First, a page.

Focus on low payout, high dividend income stocks with good business models Skip to Content

Focus on low payout, high dividend income stocks with good business models

I used to not look past anything that yields less than 4% dividend. For me they are unappealing and not being able to pay a lot of dividend indicates that they are higher risk than the usual high yielding dividend stocks.

Well my exercise with Keppel Corp (read here) and Noble Group (read here) indicates that chasing for dividend yield can be dangerous for your portfolio long term

  1. Some stocks pay high dividends to attract you at the expense of growth. They usually pay out > 80% of their profits or free cash flows. There isn’t much left to grow if the opportunity arises
  2. Most dividend investors would love stable predictable dividend payouts that are uniformed. Due to the business nature, some stocks like Keppel can pay out special dividends. Looking at a 10 year time frame those special dividends do add up as well
  3. Dividend Stocks pay out of cash flows and that should be what investors focus on. A business that you can predict that to have a good 10-20 years in the future, generates a growing cash flow, no matter how lumpy the dividends are a good stock.
  4. Your future high yield dividend stocks will have to start from somewhere. My Stock Factsheet illustrates Kingsmen, Boustead, Adampak and Challenger that started off yielding not much but grew their dividends to the point where a low yielding stock become an ultra high dividend stock for the people still holding them
  5. Focus on the dividend payout. A balance dividend payout of 50% will enable the company to have enough to save for rainy days, expand their business, yet duly rewarded. Kian Ann as an example pays out roughly 5% yield on a 25% earnings payout. Which means their free cash flow would have enable them to pay out 20% yield.

The best stocks are those

  • a sound business model for the next 10-20 years
  • shows evidence of increasing their dividend per share or special dividend
  • shows evidence of shareholder oriented
  • well managed payout ratio
  • > 4-5% yield
  • beaten down for the wrong reasons thus at attractive valuation

Those are very difficult criteria and if you managed to find a stock or some stocks like that I humbly hope that you can share with me!

Sembcorp Industries

A good example is Sembcorp Industries (SCI). I was at the Hardwarezone Stocks forum when I notice many don’t seem to regard SCI as a dividend stock.

Perhaps its because it currently only yield 2.95% to 3.34%. The Fact is that SCI have been paying dividends for each of the past 11 years.

(Click to view larger table)

If you had bought SCI in 2002 your purchase price would be $1.70 then. Your initial dividend yield would have been a paltry 1.76%. The next year a mediocre < 4%.

But SCI is at the start of the shipping and offshore marine boom. SCI owns 60% of SGX listed Sembcorp Marine.

Your total returns would have been 278% since then with 78% coming in the form of dividends.

Your yield on original cost for that $1700 would now be a regular 6.4% to 8.8% yield with an occasional special dividend bump.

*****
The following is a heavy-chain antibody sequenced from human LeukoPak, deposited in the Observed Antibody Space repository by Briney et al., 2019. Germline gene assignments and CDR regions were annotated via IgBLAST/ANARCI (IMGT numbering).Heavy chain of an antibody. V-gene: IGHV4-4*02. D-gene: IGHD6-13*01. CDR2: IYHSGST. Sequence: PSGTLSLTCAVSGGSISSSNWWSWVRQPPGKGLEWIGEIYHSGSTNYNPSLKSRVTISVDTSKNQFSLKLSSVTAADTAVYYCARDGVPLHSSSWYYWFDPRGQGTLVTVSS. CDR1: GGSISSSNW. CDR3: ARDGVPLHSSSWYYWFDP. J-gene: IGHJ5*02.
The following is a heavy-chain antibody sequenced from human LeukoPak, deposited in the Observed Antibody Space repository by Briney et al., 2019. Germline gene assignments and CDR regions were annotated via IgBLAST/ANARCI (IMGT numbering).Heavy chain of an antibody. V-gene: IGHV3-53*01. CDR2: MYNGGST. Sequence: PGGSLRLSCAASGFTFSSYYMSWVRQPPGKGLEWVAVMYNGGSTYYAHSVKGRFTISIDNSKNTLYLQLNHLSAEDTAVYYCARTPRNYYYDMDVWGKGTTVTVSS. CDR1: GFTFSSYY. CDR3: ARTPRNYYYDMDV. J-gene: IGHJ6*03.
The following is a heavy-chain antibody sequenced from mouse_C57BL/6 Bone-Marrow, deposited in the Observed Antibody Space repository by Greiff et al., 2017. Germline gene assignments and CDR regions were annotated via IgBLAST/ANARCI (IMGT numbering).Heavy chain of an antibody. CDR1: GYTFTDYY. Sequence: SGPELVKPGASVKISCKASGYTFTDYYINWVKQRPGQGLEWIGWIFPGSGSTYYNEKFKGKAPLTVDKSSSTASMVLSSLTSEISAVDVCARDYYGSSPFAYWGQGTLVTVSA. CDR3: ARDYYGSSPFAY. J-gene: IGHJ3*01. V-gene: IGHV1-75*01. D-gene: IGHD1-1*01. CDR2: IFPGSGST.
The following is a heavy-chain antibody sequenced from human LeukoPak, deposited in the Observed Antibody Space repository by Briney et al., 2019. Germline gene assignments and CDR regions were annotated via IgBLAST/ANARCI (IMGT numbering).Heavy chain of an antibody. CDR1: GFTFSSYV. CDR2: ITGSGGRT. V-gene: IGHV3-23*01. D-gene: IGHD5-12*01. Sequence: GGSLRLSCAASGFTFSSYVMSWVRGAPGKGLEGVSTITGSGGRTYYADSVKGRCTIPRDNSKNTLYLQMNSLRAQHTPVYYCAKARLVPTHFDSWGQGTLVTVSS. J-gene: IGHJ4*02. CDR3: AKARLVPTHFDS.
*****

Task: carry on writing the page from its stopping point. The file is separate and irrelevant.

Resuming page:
Conclusion

Perhaps Sembcorp isn’t at the right price now but who knows? Sembcorp is moving aggressively to build up their utilities division. Chances are that is going to make their dividend payout more consistent. Your current 2.95% yield could be bump up to 5% with growth coming from offshore and industrial venture.

My brain is hard wired to accept high yields but there needs to be a bit of reprogramming done to switch to watching good quality business, growing cash flow, good share holder returns and balanced payouts.

Anyone spot a stock that fits my criteria recently?

I run a free Singapore Dividend Stock Tracker . It  contains Singapore’s top dividend stocks both blue chip and high yield stock that are great for high yield investing. Do follow my Dividend Stock Tracker which is updated nightly  here.

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BfGf Money Blog

Thursday 5th of March 2015

I am starting to restructure my portfolio so that I have dividend stocks for defensive measures due to my unstable income, and long-term growth stocks for capital gains. I have long underestimated the power of a dividends stream. (For e.g, dividends give you more cashflow to buy stocks during crisis/opportunities, whereas for those long term gainers you can only hold and pray.)

I have bookmarked this page for further reading!

Kyith

Thursday 5th of March 2015

thanks BFGF, if your aim is to supplement your income for expenses then dividend is a good thing. if you are getting the div to reinvest it, then perhaps just focus on good cash flow growth attractive business.

lewis

Sunday 13th of October 2013

Hi, I like this post. I have seen you trackers and found many reits. I heard that reits will encounter rights issue and you have to buy if not your yield will be diluted? Is that true? How do you manage that to maintain steady yield in long run?

lewis

Sunday 13th of October 2013

Hi, I like this post. I have seen you trackers and found many reits. I heard that reits will encounter rights issue and you have to buy if not your yield will be diluted? Is that true? How do you manage that to maintain steady yield in long run?

Kyith

Sunday 13th of October 2013

REITs pay out 90-100% of their cash flow and as such when they need to make acquisitions it has to come from debt or rights issue.

the acquisitions have to be long term yield accretive.

end of the day you have to buy a good price for a reasonable company. the difficulty is valuing it

Drizzt

Sunday 8th of April 2012

for someone so affiliated with ST i cannot comment much but ST traditionally payout 100% or earnings for 4-5%

Jay

Sunday 8th of April 2012

I'm wondering if ST Engineering fits the bill?

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